After debuting in the LP format earlier this year, Bookworms returns to the EP format for Anòmia with Standards of Beauty, an EP that continues to showcase the American producer’s inherent prowess on the dance floor, while exploring the farthest reaches of the dance music universe. Bookworms’ strong relationship with Ron Morelli and L.I.E.S is no coincidence with the producer’s own penchant for that New York rawness coming through everything he touches, although somewhat more subtly than his peers. Unlike his L.I.E.S counterparts, he continues to demonstrate an uncanny ability to channel the gritty aesthetics of New York dance music into amore lustrous sonic landscapes that infects this functional music with a unique visceral element. It’s something that never quite effectively translated to the album format on Xenophobe from earlier this year, where the highlights included U More and STE-027, the only two tracks that really denoted anything of an album feel amongst the very dance-floor orientated rest of the album. Which was odd since in the EP format Bookworms always appeared far more concise for its short-playing nature, which Standards of Beauty proves yet again.
From Divulge to 500 wounds there’s a sense of completion there, a familiarity between the different tracks, that don’t necessarily suggest a common theme between them, like in the case of an album, but more accurately a moment in time, a frame of mind and continuity. Divulge’s beat-less introduction acts as a catalyst from where the rest of the EP comes to life, the first accents of a reserved 4/4 kick drum only making an appearance 2 minutes into the second track Patterned where it’s subverted by the bio-mechanical atmosphere that Bookworms creates above it. There’s a progressive nature to the entire EP from there, where tracks continually build to some unattainable model. There’s a severe focus on sound architecture here too, more than what we’ve witnessed in the past from the artist, as the functional kick drum almost disappears amongst the layers Bookworms piles on top of it. There is no resolution to their being as they swathe the functional foundation of the tracks, trapped in a purgatorial vacuum where they’re progression is marred by the repetitive nature of the music. Bookworms creates these wave-like textures with elements pulling in and out of focus through their cycles, their static repetitive nature taking on a more organic form through it’s human creator’s whim I feel.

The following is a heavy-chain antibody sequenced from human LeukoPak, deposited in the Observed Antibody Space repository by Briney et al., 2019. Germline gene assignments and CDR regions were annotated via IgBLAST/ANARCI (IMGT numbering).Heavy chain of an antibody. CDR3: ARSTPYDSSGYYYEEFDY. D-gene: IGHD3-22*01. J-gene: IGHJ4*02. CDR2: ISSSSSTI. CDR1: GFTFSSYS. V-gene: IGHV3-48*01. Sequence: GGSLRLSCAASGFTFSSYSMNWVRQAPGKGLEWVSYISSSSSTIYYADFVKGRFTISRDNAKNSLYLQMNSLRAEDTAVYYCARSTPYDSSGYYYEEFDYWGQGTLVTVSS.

It keeps the listener engaged even through their methodically rhythmic and repetitive surface, which adds a cerebral dimension to this corporeal music. It’s particularly affective on the title track and its interlacing rhythmical elements with the grunge-like bass finding a new beat each bar around, in the way of Steve Reich’s clapping music, which along with the other melodic- percussive pieces creates a whirlpool effect that sucks you in deeper before spitting you out again at the top and sucking you in again, in the way of an eternal loop. It’s probably the grittiest track on the album too with fewer legato moments to smooth things over, and markedly feels like it could have fit in somewhere in Stroboscopic Artefacts discography. More appropriately it feels right at home amongst the other tracks on the EP, and true to Bookworms’ form creates a unique capsule of music that continues to explore the various dimensions of electronic music, with the artist’s idiosyncrasies subtly orchestrating them as ghostly reflections of a comprehensive artistic voice.